UTOSC 2010 Day 2: Advanced Git

Git has become my favorite version control of late, so I was very excited about this presentation. With that, I attended Tim Harper's presentation on Advanced Git. We got started 30 minutes late, he had some technical issues with his content, and we ended up with only 15 minutes of class time. That was a real disappointment. I did learn about gitk, a repository visualizer. I think I have a somewhat better idea on how to browse around my branches.

Miscellaneous Notes:

  • rebase
  • clean commits
  • bisect
  • always review before you commit
  • git add -p - yes/no before it adds
  • gitk - repository visualizer. gitk --all
  • tig - console visualizer
  • git log branch1...branch2 - show changes that are same in both branches
  • git reflog
  • lose your head

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UTOSC 2010 Day 1: Twisted

Last presentation for the day was from Gabe Gunderson. We were all a little concerned that Gabe would show up. Turned out due to a miscommunication he thought the presentation started half an hour later. Oh, well. Life goes on.

Gabe gave us an introduction to Twisted which is an event driven networking framework. Sounds like a nice way to abstract away the details of a network application. I was particularly interested in this since I'm using Zenoss, which is Python based. So far I can't see quite how this will fit into anything I'm doing.

Miscellaneous Notes:

  • event driven network framework for python
  • MIT license
  • protocols and transports separated
  • network and gui share event paradigm
  • event driven means debugging is a pain
  • events means you have to save context
  • "deferreds" are returned by functions that run asynchronously
  • common classes: reactor, protocol
  • protocol.Protocol - wire protocol (pop3, etc or write your own)
  • protocol.ClientFactory - creates instances of class for each connections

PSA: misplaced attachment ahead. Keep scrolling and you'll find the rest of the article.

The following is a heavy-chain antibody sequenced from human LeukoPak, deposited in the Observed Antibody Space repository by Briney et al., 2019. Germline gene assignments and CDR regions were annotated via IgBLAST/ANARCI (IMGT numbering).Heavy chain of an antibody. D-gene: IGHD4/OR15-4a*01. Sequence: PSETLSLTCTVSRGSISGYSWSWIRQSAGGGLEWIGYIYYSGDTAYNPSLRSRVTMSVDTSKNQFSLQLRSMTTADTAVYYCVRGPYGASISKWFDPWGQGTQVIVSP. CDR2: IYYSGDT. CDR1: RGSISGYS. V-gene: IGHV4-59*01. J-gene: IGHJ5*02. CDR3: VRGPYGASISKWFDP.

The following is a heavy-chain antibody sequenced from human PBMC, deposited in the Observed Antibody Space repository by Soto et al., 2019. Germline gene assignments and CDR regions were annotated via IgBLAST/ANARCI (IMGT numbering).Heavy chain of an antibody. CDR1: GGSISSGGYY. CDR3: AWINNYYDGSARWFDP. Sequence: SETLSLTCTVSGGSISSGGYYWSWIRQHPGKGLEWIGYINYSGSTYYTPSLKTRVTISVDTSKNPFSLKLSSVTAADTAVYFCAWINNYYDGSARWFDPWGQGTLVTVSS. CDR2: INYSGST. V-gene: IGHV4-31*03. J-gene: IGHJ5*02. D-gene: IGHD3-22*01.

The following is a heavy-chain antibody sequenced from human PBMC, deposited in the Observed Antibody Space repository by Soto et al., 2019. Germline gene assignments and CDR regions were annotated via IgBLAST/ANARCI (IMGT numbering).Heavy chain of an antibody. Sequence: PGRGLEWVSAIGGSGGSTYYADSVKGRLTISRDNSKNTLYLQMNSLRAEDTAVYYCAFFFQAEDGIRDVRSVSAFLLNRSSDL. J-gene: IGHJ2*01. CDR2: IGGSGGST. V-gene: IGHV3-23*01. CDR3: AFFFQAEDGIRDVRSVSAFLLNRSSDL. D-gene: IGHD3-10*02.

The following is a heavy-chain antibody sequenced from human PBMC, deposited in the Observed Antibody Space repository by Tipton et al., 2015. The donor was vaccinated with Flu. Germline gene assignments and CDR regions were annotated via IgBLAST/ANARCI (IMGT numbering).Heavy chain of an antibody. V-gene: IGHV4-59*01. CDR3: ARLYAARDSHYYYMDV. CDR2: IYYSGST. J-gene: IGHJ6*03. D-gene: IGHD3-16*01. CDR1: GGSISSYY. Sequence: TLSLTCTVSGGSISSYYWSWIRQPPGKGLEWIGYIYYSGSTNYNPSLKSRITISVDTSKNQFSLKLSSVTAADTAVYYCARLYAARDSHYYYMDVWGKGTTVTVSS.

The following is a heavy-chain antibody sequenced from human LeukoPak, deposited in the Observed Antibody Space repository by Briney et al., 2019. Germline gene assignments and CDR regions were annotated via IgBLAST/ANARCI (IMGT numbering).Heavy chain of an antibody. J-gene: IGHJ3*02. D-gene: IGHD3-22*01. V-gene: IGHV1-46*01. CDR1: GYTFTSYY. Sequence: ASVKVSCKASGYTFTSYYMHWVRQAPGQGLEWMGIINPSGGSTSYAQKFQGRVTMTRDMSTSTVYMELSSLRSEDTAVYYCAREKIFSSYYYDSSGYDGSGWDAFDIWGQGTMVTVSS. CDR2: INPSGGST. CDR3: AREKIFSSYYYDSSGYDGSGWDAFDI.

• perspective broker

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UTOSC 2010 Day 1: TORQUE

Second class I unfortunately came in a little late, so I missed a few things (including a seat!), which is sad because it was a good presentation. Scott McQuay showed us TORQUE. It's a cluster resource manager, which is a fancy way to say that it handles distributing jobs to a cluster of computers. Overall I was impressed with it. The only weak point appears to be the scheduler where the default scheduler is naive and a more advanced one is proprietary only. And unfortunately I can't see anywhere that I could actually use this software, but it's a good one to keep in mind.

Miscellaneous Notes:

  • resource manager
  • pbs_mom - per-node daemon
  • pbs_server - master
  • qstat
  • pbs_sched - basic fifo scheduler
  • moab - commercial scheduler with more brains
  • set number of cpus per back-end
  • jobs can be wall time limited
  • dancer shell w/ public keys

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UTOSC 2010 Day 1: VMLB IP Load Balancer

First session of the day was about VMLB IP Load Balancer, presented by Clint Tinsley of Inductys. It's a formerly proprietary application whose development stopped in 2006. They're now looking to relaunch development and build it as Open Source. Overall sounds like an interesting project which could turn into something if the project works out. At this point it's not something I could actually use, unfortunately. I'll have to keep an eye on it.

Miscellaneous Notes:

  • project dormant since 2006
  • persistent connections to real server
  • designed for 2 interfaces
  • supports 4 interfaces
  • no vlan support
  • no snat support
  • mgmg ip separate from lb ip
  • layer 7 content type awareness
  • redundant controllers
  • support for ssl processor cards
  • http/https/ftp/imap/pop/ldap/smtp
  • roundrobin/weighted/least conn/src dst hash/expected delay/never queue
  • service checks
  • redhat/centos 3.0
  • uses ultra monkey - stopped dev in 2005 - or not?
  • snort built-in
  • built-in help system
  • und.cgi - management web app
  • ssl proxy for back-end http
  • real-time monitoring is missing
  • code release next week
  • source going in github (ossvmlb)
  • release on sourceforge
  • custom health checks? does basic alive (ping?). adding new ones might be hard.

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Utah Open Source Conference 2010